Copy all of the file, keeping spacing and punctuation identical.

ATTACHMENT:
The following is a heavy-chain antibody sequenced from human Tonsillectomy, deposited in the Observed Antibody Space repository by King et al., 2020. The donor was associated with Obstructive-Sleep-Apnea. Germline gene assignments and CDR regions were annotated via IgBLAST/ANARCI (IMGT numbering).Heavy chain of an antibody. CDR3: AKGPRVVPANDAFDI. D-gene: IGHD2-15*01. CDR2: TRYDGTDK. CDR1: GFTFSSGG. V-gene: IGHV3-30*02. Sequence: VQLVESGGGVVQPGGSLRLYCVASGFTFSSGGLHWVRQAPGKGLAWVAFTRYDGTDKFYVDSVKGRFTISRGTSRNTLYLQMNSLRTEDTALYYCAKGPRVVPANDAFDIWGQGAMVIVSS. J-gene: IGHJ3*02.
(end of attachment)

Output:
The following is a heavy-chain antibody sequenced from human Tonsillectomy, deposited in the Observed Antibody Space repository by King et al., 2020. The donor was associated with Obstructive-Sleep-Apnea. Germline gene assignments and CDR regions were annotated via IgBLAST/ANARCI (IMGT numbering).Heavy chain of an antibody. CDR3: AKGPRVVPANDAFDI. D-gene: IGHD2-15*01. CDR2: TRYDGTDK. CDR1: GFTFSSGG. V-gene: IGHV3-30*02. Sequence: VQLVESGGGVVQPGGSLRLYCVASGFTFSSGGLHWVRQAPGKGLAWVAFTRYDGTDKFYVDSVKGRFTISRGTSRNTLYLQMNSLRTEDTALYYCAKGPRVVPANDAFDIWGQGAMVIVSS. J-gene: IGHJ3*02.